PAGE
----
• Country

A Day in the Life of a Tour de France Doctor

I caught up with Dr Jost Paul-Henri after Stage 6 of the Dauphiné. “It was a good day for us,” he said – presumably meaning no crashes. The experienced anaesthetist sounded relaxed and happy that his medical expertise hadn’t been needed.

Neutral medical assistance

Each race team of Le Tour de France has its own medical staff looking after the welfare of its riders, but its organisers, the Amaury Sport Organisation (ASO), provide a neutral medical team to handle traumas. I asked Paul-Henri what he’ll be doing come Le Tour?

“I’m the medical director of the Dauphiné, but in Le Tour de France I’m second to [Dr] Florence Pommerie.” So what do you do? “During the race, we just follow the riders and if there is a crash…” you intervene? “Yes.”

Everything in its right place

You’d be forgiven for thinking that much of Le Tour is spent waiting for something to happen. Although traumatic crashes stick in the memory, they are thankfully rare. But that doesn’t mean the medical team should be complacent – they need to be switched on to the race’s tactical developments.


“The most difficult part of the job is to make a good position of each of the ambulances depending on the situation of the race.” In other words, Paul-Henri is constantly balancing the need for his vehicles to be in the best position for any medical emergency – without disrupting the dynamics of the race.

“We try to be at the best position… to have two vehicles per group.” So, if you’ve got a breakaway and the peloton are chasing, you’re comfortable? “Yes”, replies Paul-Henri, “and we try to have as little distance between the peloton and the ambulance as possible.”

The practicalities

I ask what the difference is between the Dauphiné and Le Tour. “For the Dauphiné we have one main car and four ambulances, but for Le Tour we have two main cars, four ambulances, and one motorcycle.”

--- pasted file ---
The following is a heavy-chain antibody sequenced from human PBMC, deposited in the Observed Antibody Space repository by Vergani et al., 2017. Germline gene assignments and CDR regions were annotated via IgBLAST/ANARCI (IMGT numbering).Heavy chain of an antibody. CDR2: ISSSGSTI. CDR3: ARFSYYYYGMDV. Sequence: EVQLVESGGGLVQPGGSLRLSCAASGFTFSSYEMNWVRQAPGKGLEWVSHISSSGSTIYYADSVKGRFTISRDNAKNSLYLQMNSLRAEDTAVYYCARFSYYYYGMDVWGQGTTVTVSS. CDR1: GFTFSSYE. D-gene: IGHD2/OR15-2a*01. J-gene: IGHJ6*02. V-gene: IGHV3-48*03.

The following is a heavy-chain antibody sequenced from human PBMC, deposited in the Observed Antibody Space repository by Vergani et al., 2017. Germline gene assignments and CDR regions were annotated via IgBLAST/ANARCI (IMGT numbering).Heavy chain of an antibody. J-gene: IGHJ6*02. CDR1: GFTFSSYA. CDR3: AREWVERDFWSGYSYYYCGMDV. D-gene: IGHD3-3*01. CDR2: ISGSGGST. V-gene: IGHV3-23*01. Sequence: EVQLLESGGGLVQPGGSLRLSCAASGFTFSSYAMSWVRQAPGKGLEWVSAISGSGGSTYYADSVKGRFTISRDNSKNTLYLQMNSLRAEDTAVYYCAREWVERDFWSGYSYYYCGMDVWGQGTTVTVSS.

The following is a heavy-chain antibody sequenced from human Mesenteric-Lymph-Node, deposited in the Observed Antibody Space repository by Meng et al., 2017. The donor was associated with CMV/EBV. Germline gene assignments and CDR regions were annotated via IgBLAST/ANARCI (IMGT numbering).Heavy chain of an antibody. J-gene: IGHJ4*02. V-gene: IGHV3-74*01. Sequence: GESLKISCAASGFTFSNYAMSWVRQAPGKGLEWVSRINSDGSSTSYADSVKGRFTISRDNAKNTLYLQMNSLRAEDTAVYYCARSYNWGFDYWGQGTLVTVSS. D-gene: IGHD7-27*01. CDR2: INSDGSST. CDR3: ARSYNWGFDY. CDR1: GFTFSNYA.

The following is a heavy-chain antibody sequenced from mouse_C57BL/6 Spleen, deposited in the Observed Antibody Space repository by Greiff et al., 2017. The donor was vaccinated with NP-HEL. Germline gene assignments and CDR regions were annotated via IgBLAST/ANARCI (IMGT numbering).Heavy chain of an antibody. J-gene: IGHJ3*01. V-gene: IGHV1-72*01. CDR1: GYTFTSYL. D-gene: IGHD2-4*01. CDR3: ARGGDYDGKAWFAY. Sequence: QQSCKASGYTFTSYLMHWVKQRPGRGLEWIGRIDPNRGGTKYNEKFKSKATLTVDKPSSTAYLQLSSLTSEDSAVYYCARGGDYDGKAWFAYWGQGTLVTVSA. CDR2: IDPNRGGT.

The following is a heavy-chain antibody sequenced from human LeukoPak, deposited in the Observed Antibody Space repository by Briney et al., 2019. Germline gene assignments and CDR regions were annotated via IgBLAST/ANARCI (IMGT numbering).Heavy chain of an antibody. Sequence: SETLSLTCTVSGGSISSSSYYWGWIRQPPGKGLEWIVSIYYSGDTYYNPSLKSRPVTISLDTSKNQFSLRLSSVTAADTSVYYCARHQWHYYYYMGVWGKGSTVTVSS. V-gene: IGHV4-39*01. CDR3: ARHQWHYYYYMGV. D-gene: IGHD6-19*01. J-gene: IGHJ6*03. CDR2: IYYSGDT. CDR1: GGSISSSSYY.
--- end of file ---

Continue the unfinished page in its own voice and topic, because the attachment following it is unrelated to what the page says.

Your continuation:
This motorcycle plays a critical role in reaching cyclists stranded in Hors Catégorie stages where larger vehicles struggle to climb quickly, and Richie Porte’s 2017 crash into Chambery demonstrated the close relationship the ASO medics have with France’s air ambulance service.

Critical support

Paul-Henri sounds so calm he could be talking about being aboard a Mavic neutral vehicle. But the reality is sobering – Paul-Henri was the attending medic at Michael Goolaert’s tragic death in Paris-Roubaix earlier this year, so he’s acutely aware of the risks that Tour cyclists take.

Manuele Mori receives medical assistance after falling during the ninth stage of the 2017 Tour de France.

I ask whether the neutral medical team are consulted by the ASO during the route planning stage. “We are involved before the Tour de France. We are involved in decisions for critical stages. We work all the year together [with ASO] and we know each other very well.” I confess that I was shocked at the severity of Le Tour’s 2018 route and ask if there any stages that cause Paul-Henri concern? “No, I don’t think so…” and I can’t help but think of Dr Pommerie’s remark that she’s always surprised by the peloton’s “resistance to pain… their will, and their kindness too…”

Rider welfare is the priority

I ask Paul-Henri about the relationship with the teams, which he says is “… very good because we work together to do the best with the riders – our cooperation with the UCI and the anti-doping team is great as well. But we’re here for the trauma, as we say en Francais, ‘complimenter’.”

“We go with the medical staff to talk with each other, if there are any problems with the riders, we’re there at the disposition of the medical teams. But, fortunately, they do not often have to go to the hospital.”